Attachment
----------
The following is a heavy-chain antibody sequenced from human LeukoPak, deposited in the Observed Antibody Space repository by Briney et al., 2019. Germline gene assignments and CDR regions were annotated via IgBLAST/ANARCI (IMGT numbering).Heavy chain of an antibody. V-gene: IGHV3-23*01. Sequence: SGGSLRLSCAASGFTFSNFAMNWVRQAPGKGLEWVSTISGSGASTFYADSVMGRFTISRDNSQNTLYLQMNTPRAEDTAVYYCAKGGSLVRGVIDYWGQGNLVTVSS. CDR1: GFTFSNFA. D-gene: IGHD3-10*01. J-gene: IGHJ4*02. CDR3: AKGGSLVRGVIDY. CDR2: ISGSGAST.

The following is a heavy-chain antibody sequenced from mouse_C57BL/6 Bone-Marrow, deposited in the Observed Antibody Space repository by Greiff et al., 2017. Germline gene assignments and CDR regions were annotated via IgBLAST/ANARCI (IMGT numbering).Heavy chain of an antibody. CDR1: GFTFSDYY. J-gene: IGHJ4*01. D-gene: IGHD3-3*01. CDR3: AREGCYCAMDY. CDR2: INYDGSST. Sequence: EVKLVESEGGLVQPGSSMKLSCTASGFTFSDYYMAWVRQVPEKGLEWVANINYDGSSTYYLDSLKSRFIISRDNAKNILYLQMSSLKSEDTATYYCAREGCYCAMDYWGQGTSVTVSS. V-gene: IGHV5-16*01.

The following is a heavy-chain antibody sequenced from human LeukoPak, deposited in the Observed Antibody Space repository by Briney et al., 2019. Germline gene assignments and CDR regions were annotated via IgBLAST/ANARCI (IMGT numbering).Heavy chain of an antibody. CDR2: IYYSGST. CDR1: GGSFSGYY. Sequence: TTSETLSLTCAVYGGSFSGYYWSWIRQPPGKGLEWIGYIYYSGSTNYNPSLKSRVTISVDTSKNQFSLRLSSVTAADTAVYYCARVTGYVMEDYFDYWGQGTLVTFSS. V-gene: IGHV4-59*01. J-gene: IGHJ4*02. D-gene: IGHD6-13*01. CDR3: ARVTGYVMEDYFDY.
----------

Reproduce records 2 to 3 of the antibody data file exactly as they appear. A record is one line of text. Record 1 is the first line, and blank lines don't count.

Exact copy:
The following is a heavy-chain antibody sequenced from mouse_C57BL/6 Bone-Marrow, deposited in the Observed Antibody Space repository by Greiff et al., 2017. Germline gene assignments and CDR regions were annotated via IgBLAST/ANARCI (IMGT numbering).Heavy chain of an antibody. CDR1: GFTFSDYY. J-gene: IGHJ4*01. D-gene: IGHD3-3*01. CDR3: AREGCYCAMDY. CDR2: INYDGSST. Sequence: EVKLVESEGGLVQPGSSMKLSCTASGFTFSDYYMAWVRQVPEKGLEWVANINYDGSSTYYLDSLKSRFIISRDNAKNILYLQMSSLKSEDTATYYCAREGCYCAMDYWGQGTSVTVSS. V-gene: IGHV5-16*01.

The following is a heavy-chain antibody sequenced from human LeukoPak, deposited in the Observed Antibody Space repository by Briney et al., 2019. Germline gene assignments and CDR regions were annotated via IgBLAST/ANARCI (IMGT numbering).Heavy chain of an antibody. CDR2: IYYSGST. CDR1: GGSFSGYY. Sequence: TTSETLSLTCAVYGGSFSGYYWSWIRQPPGKGLEWIGYIYYSGSTNYNPSLKSRVTISVDTSKNQFSLRLSSVTAADTAVYYCARVTGYVMEDYFDYWGQGTLVTFSS. V-gene: IGHV4-59*01. J-gene: IGHJ4*02. D-gene: IGHD6-13*01. CDR3: ARVTGYVMEDYFDY.